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Author Moser, Clemens ♦ Chen, Jian-Jia ♦ Thiele, Lothar
Source ACM Digital Library
Content type Text
Publisher Association for Computing Machinery (ACM)
File Format PDF
Copyright Year ©2010
Language English
Subject Domain (in DDC) Computer science, information & general works ♦ Data processing & computer science
Subject Keyword Power management ♦ Embedded systems ♦ Energy harvesting ♦ Model predictive control ♦ Real-time scheduling ♦ Reward maximization
Abstract Energy harvesting (also known as energy scavenging) is the process of generating electrical energy from environmental energy sources. There exists a variety of different energy sources such as solar energy, kinetic energy, or thermal energy. In recent years, this term has been frequently applied in the context of small autonomous devices such as wireless sensor nodes. In this article, a framework for energy management in energy harvesting embedded systems is presented. As a possible scenario, we focus on wireless sensor nodes that are powered by solar cells. We demonstrate that classical power management solutions have to be reconceived and/or new problems arise if perpetual operation of the system is required. In particular, we provide a set of algorithms and methods for various application scenarios, including real-time scheduling, application rate control, as well as reward maximization. The goal is to optimize the performance of the application subject to given energy constraints. Our methods optimize the system performance which, for example, allows the usage of smaller solar cells and smaller batteries. Furthermore, we show how to dimension important system parameters like the minimum battery capacity or a sufficient prediction horizon. Our theoretical results are supported by simulations using long-term measurements of solar energy in an outdoor environment. In contrast to previous works, we present a formal framework which is able to capture the performance, the parameters, and the energy model of various energy harvesting systems. We combine different viewpoints, include corresponding simulation results, and provide a thorough discussion of implementation aspects.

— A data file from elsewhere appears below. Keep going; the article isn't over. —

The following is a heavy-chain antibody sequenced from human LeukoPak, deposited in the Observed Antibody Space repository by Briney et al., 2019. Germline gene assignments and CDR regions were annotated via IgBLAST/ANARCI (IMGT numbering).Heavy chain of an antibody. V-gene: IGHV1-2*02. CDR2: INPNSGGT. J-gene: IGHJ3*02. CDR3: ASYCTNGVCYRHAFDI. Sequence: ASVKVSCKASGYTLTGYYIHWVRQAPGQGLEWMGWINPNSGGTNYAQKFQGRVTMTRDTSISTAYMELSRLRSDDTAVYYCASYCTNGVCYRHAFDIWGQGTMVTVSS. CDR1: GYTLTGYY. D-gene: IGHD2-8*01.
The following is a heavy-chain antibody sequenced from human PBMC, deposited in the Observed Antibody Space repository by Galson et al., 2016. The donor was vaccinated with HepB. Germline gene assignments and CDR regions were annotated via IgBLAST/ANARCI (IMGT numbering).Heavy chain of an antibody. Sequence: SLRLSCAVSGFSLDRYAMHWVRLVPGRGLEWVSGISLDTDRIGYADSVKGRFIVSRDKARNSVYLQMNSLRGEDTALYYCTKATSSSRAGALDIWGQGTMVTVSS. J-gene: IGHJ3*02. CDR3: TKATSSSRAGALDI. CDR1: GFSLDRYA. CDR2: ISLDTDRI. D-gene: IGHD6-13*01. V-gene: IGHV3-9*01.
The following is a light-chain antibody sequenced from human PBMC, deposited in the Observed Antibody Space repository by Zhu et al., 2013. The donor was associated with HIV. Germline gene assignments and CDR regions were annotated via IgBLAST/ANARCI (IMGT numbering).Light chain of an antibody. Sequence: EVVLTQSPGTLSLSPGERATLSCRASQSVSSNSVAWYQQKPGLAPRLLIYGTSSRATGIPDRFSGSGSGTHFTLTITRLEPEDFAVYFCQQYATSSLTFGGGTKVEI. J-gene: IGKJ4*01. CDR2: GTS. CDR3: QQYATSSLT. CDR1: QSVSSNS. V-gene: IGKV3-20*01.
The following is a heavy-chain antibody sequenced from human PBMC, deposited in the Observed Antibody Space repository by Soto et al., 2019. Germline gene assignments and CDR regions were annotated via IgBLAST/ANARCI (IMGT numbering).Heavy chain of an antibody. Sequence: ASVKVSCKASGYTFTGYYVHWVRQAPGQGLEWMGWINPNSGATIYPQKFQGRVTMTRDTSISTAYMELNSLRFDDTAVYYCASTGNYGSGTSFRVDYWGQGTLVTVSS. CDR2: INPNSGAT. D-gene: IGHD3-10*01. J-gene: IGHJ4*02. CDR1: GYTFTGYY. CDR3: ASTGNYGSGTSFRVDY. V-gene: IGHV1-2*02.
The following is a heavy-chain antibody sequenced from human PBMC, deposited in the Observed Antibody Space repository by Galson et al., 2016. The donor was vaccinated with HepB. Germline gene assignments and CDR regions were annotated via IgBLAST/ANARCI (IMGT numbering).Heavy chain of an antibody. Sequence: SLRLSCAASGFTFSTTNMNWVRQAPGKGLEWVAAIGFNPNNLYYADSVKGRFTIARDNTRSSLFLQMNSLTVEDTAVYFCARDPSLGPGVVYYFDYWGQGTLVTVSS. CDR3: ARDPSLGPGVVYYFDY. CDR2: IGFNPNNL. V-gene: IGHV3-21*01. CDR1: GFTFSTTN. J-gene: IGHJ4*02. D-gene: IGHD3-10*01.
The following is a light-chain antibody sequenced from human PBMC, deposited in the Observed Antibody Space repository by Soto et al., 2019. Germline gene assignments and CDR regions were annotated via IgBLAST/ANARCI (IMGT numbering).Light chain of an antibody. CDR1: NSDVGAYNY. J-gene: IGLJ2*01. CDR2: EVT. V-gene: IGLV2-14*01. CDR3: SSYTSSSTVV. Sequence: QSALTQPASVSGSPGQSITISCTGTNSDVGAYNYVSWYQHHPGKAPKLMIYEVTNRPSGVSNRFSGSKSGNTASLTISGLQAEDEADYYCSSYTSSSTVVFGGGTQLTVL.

ISSN 15504832
Age Range 18 to 22 years ♦ above 22 year
Educational Use Research
Education Level UG and PG
Learning Resource Type Article
Publisher Date 2008-06-01
Publisher Place New York
e-ISSN 15504840
Journal ACM Journal on Emerging Technologies in Computing Systems (JETC)
Volume Number 6
Issue Number 2
Page Count 21
Starting Page 1
Ending Page 21


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Source: ACM Digital Library